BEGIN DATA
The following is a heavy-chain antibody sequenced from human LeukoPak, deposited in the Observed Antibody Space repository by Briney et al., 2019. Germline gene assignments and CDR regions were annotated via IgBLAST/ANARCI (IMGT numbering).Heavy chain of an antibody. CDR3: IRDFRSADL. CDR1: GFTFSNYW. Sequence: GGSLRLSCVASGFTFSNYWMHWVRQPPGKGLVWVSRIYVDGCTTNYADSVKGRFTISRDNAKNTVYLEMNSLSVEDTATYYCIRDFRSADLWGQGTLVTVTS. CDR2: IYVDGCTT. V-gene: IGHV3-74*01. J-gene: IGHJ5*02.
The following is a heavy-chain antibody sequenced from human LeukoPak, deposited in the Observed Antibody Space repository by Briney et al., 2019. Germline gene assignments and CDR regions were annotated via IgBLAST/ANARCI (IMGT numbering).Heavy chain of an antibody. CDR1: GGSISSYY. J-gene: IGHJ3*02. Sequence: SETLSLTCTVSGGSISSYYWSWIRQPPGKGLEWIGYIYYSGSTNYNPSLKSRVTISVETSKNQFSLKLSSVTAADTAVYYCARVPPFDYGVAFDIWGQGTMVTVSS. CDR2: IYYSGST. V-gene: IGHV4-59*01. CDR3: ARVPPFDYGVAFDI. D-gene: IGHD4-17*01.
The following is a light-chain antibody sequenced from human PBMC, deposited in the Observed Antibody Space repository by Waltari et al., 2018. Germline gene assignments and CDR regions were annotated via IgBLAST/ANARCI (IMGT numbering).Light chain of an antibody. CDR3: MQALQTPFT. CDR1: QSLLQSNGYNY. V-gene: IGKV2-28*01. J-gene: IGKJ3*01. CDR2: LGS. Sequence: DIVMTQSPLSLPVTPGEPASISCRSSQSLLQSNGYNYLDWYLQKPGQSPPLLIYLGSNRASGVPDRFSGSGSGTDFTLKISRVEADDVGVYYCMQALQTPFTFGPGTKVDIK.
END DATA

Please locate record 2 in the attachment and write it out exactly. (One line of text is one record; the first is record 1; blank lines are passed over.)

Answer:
The following is a heavy-chain antibody sequenced from human LeukoPak, deposited in the Observed Antibody Space repository by Briney et al., 2019. Germline gene assignments and CDR regions were annotated via IgBLAST/ANARCI (IMGT numbering).Heavy chain of an antibody. CDR1: GGSISSYY. J-gene: IGHJ3*02. Sequence: SETLSLTCTVSGGSISSYYWSWIRQPPGKGLEWIGYIYYSGSTNYNPSLKSRVTISVETSKNQFSLKLSSVTAADTAVYYCARVPPFDYGVAFDIWGQGTMVTVSS. CDR2: IYYSGST. V-gene: IGHV4-59*01. CDR3: ARVPPFDYGVAFDI. D-gene: IGHD4-17*01.